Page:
The Relationship Between Maximum Isometric Strength and Ball Velocity in the Tennis Serve

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Abstract

The aims of this study were to analyze the relationship between maximum isometric strength levels in different upper and lower limb joints and serve velocity in competitive tennis players as well as to develop a prediction model based on this information. Twelve male competitive tennis players (mean ± SD; age: 17.2 ± 1.0 years; body height: 180.1 ± 6.2 cm; body mass: 71.9 ± 5.6 kg) were tested using maximum isometric strength levels (i.e., wrist, elbow and shoulder flexion and extension; leg and back extension; shoulder external and internal rotation). Serve velocity was measured using a radar gun. Results showed a strong positive relationship between serve velocity and shoulder internal rotation (r = 0.67; p < 0.05). Low to moderate correlations were also found between serve velocity and wrist, elbow and shoulder flexion – extension, leg and back extension and shoulder external rotation (r = 0.36 – 0.53; p = 0.377 – 0.054). Bivariate and multivariate models for predicting serve velocity were developed, with shoulder flexion and internal rotation explaining 55% of the variance in serve velocity (r = 0.74; p < 0.001). The maximum isometric strength level in shoulder internal rotation was strongly related to serve velocity, and a large part of the variability in serve velocity was explained by the maximum isometric strength levels in shoulder internal rotation and shoulder flexion.

Abstract

The aims of this study were to analyze the relationship between maximum isometric strength levels in different upper and lower limb joints and serve velocity in competitive tennis players as well as to develop a prediction model based on this information. Twelve male competitive tennis players (mean ± SD; age: 17.2 ± 1.0 years; body height: 180.1 ± 6.2 cm; body mass: 71.9 ± 5.6 kg) were tested using maximum isometric strength levels (i.e., wrist, elbow and shoulder flexion and extension; leg and back extension; shoulder external and internal rotation). Serve velocity was measured using a radar gun. Results showed a strong positive relationship between serve velocity and shoulder internal rotation (r = 0.67; p < 0.05). Low to moderate correlations were also found between serve velocity and wrist, elbow and shoulder flexion – extension, leg and back extension and shoulder external rotation (r = 0.36 – 0.53; p = 0.377 – 0.054). Bivariate and multivariate models for predicting serve velocity were developed, with shoulder flexion and internal rotation explaining 55% of the variance in serve velocity (r = 0.74; p < 0.001). The maximum isometric strength level in shoulder internal rotation was strongly related to serve velocity, and a large part of the variability in serve velocity was explained by the maximum isometric strength levels in shoulder internal rotation and shoulder flexion.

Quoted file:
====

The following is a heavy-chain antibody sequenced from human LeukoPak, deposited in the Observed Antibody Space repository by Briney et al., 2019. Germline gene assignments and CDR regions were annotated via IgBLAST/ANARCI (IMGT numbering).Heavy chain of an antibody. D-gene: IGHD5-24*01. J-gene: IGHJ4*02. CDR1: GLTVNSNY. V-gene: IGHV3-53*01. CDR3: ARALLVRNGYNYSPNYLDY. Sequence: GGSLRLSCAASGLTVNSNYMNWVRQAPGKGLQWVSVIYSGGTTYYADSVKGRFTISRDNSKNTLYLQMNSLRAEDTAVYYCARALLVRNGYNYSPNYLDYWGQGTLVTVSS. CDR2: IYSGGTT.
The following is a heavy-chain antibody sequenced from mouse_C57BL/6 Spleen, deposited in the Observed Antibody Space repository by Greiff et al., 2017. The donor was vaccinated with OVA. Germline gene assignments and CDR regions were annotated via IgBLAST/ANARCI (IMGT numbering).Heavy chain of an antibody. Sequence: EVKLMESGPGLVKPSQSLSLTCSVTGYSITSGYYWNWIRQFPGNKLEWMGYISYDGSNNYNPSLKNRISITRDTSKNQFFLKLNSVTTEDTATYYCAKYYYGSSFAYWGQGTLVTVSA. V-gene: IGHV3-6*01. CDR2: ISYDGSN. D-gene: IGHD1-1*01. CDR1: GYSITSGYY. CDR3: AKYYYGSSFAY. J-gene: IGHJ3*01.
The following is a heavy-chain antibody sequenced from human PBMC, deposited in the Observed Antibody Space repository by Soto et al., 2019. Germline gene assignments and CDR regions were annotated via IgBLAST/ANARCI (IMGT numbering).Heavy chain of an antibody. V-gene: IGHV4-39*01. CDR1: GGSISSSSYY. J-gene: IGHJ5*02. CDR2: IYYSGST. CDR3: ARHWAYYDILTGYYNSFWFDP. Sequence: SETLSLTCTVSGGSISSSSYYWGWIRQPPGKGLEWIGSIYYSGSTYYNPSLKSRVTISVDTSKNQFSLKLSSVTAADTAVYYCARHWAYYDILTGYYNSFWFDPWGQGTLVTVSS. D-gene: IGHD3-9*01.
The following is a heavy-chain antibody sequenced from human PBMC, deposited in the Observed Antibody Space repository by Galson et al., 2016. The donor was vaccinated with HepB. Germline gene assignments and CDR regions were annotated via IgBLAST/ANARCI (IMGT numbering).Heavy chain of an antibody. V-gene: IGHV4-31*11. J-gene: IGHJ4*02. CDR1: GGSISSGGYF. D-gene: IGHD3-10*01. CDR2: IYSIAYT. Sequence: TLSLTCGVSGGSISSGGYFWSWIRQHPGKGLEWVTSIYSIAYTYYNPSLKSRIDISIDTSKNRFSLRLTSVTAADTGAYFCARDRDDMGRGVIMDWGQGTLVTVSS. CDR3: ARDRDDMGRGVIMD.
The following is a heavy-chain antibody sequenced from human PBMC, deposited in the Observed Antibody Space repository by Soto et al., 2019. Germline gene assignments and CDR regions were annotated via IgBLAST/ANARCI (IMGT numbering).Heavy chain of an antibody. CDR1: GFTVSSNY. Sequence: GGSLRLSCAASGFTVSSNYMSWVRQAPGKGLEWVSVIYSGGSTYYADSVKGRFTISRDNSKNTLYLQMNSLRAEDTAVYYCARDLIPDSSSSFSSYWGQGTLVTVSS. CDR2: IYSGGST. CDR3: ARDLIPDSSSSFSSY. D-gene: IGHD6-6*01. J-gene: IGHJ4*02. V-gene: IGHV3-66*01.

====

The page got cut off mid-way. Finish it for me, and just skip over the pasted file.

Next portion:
Introduction

Nowadays, the serve stroke is the most important shot in competitive tennis, allowing the player to win the point directly through an ace or dominate the rally since the beginning (Gillet et al., 2009; Kovacs and Ellenbecker, 2011b). This stroke involves a patterned, repetitive motion that is kinetically linked, and needs to be performed with appropriate technique (Jayanthi and Esser, 2013). From a biomechanical perspective, the tennis serve needs to activate all components of the kinetic chain (i.e., feet, lower limbs, trunk, shoulder, elbow, wrist and hand) (Bonato et al., 2014; Eygendaal et al., 2007). Competitive players should train physical aspects like strength, speed, power, flexibility, local muscular endurance and muscular balance, which could potentially reduce the risk of injury (Kovacs and Ellenbecker, 2011b; Reid and Schneiker, 2008). Specifically, strength training has become vital in contemporary tennis as the velocity and power deployed in the game continue to increase (Abrams et al., 2011; Cardoso Marques, 2005). Strength training programs involving different methods (e.g., elastic tubing, medicine ball exercises, resistance training or lightweight dumbbell training) have been shown to increase serve velocity in elite male junior tennis players and in male and female college tennis players (Fernandez-Fernandez et al., 2013; Kraemer et al., 2003; Treiber et al., 1998).